See. Again. We created the miserable state of Iraq. Not Saddam. Not the Baath Party. We did that. Says she.

As the administration made clear in its national security strategy released last September, weak states are as threatening to American security as strong ones.

True enough, again.

Yet its inability to get basic services and legitimate governments up and running in post-war Afghanistan and Iraq — and its pursuant reluctance to see a connection between those failures and escalating anti-American violence — leave one wondering if it read its own report.

Obviously there is a connection between anti-American violence and the failure to get services up and running. The Baathists keep cutting the power lines. And, not coincidentally, they are the same people who kill American soldiers. Anyone who watches the news or reads the paper knows this, but she thinks the Administration doesn’t know it? Please.

For example, the American commander in Iraq, Gen. John Abizaid, has described the almost daily attacks on his troops as guerrilla campaigns carried out by Baathist remnants with little public support. Yet an increasing number of Iraqis disagree: they believe that the attacks are being carried out by organized forces — motivated by nationalism, Islam and revenge — that feed off public unhappiness.

According to a survey this month by the Iraq Center for Research and Strategic Studies, nearly half of the Iraqis polled attribute the violence to provocation by American forces or resistance to the occupation (even more worrisome, the Arabic word for “resistance” used in the poll implies a certain amount of sympathy for the perpetrators). In the towns of Ramadi and Falluja, where many of the recent attacks have taken place, nearly 90 percent of respondents attributed the attacks to these causes.

A quick Google search reveals that the towns of Ramadi and Falluja are in the small Sunni triangle, the hotbed region of Baath Party support. A poll from these towns does not in any way represent Iraqi opinion. It took me literally fifteen seconds of Internet research to figure this out. Readers of the New York Times deserve better thinking and reporting than this.

It is noteworthy that writers who like to dwell on America’s supposed failures do not mention public opinion in northern Iraqi Kurdistan where the vast majority of the population supports America to the hilt.

Why would ordinary Iraqis not rush to condemn violence against the soldiers who liberated them from Saddam Hussein? Mustapha Alani, an Iraqi scholar with the Royal United Services Institute in London, gave me a possible explanation: even in the darkest days of the Iran-Iraq war, most Iraqis (other than Kurds and Marsh Arabs) did not have to worry about personal security. They could not speak their minds, but they could count on electricity, water and telephone service for at least part of the day. Today they fear being attacked in their bedrooms; power, water and telephones are routinely unavailable. As Mr. Alani put it, Iraqis today could could care less about democracy, they just want assurance that their daughters won’t be raped or their sons kidnapped en route to the grocery store.

The Iraqi regime had an official job description called “Violator of Women’s Honor.” That title no longer exists. And the regime no longer kidnaps anyone on the way to the grocery store. Those who posed the primary threat to the well-being of the Iraqi citizenry have been dramatically weakened by regime-removal. Iraqis may still live in fear, but they live in fear of the very same people who tortured and imprisoned them for decades in the first place. It is not American soldiers who kidnap and rape; it is other Iraqis.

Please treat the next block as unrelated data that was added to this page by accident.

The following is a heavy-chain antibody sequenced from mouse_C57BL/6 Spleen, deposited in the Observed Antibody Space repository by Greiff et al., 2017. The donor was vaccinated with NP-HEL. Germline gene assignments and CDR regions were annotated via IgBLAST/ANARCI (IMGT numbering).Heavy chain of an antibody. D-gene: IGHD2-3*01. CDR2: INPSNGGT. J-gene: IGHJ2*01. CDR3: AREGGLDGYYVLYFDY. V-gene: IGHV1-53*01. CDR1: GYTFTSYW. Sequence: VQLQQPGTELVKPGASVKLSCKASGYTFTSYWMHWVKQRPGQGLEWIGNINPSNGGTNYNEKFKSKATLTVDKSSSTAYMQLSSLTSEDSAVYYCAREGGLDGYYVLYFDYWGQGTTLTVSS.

And the reason that ordinary Iraqis do not rush to condemn the terrorist violence is because they fear Saddam will come back, and because “collaborators” have been killed by the Baath Party remnants.

Instead of mentioning any of this, she quotes a person in London who says Iraqis (other than those who were the victims of genocide, as if that’s only a footnote) were previously kept safe and sound by the regime. As if it looked out for their welfare. As if we do not.

Blaming the violence on isolated Baath loyalists was perhaps more plausible when the violence was centered in the Sunni heartland. But the recent riots in the southern Shiite city of Basra, and the sabotage of a major oil pipeline in the Kurdish north, make clear that other regions may not be peaceable indefinitely.

The violence is still centered in the Sunni triangle. Rioting in Basra apparently had little to do with the Baath Party, but it certainly isn’t terrorism. Every country experiences rioting, even the United States.

And so what if a pipeline in the Kurdish north has been sabotoged? If the act was committed by Kurds, it was almost certainly committed by the almost universally loathed Ansar Al Islam, Al Qaeda’s arm in Iraq. It does not mean that we suck. It means there are still enemies, the hated enemies of the people of Iraq, that we need to root out.

Shiites widely supported the operation to remove Saddam Hussein, but they are furious about what they see as American incompetence since the war.

Let them be furious. That does not make them terrorists. They have every right to be furious, and I mean that in both senses of the word “right.” There are problems, and there is cause to be angry. More importantly, they now have a right to be mad. We won’t run steamrollers over them or make them drink gasoline because they’re upset. Nor will we put them in meat grinders or cut out their tongues. Don’t think the Iraqis don’t welcome the right to be angry for once in their lives.

This set the stage for religious extremists.

Come off it. Iraq is an overwhelmingly Muslim country. In the 21st century, that sets the stage for religious extremists. We have plenty of our own religious extremists, and we certainly did not create that impulse from scratch in a Middle Eastern country.